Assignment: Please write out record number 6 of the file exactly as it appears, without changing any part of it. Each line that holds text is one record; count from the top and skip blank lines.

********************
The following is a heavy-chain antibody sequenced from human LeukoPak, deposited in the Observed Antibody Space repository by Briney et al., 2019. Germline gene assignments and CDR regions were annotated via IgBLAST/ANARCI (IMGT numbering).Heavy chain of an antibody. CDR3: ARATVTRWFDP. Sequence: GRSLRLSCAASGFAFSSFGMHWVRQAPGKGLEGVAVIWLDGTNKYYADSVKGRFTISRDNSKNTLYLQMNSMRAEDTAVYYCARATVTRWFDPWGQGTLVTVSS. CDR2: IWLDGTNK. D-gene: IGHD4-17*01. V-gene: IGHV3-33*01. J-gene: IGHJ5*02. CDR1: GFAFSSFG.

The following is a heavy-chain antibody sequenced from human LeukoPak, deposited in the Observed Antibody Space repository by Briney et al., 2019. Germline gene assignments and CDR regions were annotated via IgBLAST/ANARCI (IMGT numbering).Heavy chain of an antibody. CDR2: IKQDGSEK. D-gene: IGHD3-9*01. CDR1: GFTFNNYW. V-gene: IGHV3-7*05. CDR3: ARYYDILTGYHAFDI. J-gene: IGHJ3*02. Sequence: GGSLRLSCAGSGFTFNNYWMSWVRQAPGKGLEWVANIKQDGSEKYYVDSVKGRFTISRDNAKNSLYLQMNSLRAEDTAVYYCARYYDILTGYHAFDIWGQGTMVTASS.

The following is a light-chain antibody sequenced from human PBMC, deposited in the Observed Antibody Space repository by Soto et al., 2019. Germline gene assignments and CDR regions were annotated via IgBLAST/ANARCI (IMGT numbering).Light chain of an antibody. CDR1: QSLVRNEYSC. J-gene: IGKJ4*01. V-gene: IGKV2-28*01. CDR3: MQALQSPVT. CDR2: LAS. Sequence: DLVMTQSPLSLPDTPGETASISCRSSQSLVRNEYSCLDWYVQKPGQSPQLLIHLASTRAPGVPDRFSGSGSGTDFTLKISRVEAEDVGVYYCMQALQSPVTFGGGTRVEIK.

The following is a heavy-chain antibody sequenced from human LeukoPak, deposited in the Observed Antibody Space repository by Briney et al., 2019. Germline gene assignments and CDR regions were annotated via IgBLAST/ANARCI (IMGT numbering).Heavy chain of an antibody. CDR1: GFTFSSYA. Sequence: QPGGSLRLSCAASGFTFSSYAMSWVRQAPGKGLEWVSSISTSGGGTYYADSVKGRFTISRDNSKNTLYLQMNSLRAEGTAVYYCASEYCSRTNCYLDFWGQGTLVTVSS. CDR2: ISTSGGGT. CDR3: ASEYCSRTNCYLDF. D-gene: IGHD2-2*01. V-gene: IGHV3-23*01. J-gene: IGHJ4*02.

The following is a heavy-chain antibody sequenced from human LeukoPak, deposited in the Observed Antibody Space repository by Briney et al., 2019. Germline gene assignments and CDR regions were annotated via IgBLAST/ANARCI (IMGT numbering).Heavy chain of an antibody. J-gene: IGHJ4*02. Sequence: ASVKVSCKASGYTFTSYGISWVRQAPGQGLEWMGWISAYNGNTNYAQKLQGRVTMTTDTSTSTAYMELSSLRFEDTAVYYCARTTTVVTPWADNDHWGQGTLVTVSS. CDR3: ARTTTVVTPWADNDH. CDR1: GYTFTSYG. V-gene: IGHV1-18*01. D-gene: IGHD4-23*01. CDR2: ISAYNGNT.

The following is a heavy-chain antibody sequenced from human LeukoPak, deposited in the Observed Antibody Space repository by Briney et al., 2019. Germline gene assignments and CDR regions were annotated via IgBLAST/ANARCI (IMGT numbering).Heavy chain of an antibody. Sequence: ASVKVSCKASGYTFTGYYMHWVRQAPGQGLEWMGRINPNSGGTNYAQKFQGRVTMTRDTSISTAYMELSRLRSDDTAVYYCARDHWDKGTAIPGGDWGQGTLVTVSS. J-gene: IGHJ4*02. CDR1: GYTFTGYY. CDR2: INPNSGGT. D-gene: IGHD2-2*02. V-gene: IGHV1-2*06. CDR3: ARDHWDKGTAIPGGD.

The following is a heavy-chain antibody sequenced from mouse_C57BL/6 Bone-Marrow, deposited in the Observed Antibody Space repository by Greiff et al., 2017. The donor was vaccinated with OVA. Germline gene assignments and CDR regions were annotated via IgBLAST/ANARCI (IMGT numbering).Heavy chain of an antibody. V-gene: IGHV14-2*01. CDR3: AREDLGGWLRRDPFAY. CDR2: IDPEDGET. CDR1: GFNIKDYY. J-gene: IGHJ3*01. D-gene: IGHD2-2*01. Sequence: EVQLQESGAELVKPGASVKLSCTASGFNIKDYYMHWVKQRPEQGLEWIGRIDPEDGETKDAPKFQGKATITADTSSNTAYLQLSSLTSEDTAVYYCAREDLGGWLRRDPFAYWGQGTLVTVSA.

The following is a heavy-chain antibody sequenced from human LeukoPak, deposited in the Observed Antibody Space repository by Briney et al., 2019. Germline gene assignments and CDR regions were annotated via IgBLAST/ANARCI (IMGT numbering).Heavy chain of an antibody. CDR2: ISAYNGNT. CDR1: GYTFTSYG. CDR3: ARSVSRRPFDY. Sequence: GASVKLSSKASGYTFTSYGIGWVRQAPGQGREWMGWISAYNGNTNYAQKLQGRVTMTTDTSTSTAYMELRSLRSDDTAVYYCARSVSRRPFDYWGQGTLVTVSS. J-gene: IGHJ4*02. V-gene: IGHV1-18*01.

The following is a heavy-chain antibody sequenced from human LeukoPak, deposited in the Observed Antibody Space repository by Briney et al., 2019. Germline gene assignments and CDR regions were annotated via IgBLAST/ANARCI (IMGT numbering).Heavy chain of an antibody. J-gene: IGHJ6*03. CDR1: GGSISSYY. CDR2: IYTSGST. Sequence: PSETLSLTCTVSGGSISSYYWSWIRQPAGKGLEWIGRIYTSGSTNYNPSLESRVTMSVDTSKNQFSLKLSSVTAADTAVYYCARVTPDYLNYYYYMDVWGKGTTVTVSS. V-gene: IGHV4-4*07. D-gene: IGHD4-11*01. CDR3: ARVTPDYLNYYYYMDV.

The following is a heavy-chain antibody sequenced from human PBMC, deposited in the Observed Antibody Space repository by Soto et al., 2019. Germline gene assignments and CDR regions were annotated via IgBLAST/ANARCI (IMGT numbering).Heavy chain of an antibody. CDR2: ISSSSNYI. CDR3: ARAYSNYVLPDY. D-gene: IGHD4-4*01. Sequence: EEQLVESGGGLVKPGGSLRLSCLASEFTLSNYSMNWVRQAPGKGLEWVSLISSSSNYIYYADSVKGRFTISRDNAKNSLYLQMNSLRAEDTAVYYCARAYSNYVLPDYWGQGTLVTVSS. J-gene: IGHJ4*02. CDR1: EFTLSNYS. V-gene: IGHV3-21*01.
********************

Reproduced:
The following is a heavy-chain antibody sequenced from human LeukoPak, deposited in the Observed Antibody Space repository by Briney et al., 2019. Germline gene assignments and CDR regions were annotated via IgBLAST/ANARCI (IMGT numbering).Heavy chain of an antibody. Sequence: ASVKVSCKASGYTFTGYYMHWVRQAPGQGLEWMGRINPNSGGTNYAQKFQGRVTMTRDTSISTAYMELSRLRSDDTAVYYCARDHWDKGTAIPGGDWGQGTLVTVSS. J-gene: IGHJ4*02. CDR1: GYTFTGYY. CDR2: INPNSGGT. D-gene: IGHD2-2*02. V-gene: IGHV1-2*06. CDR3: ARDHWDKGTAIPGGD.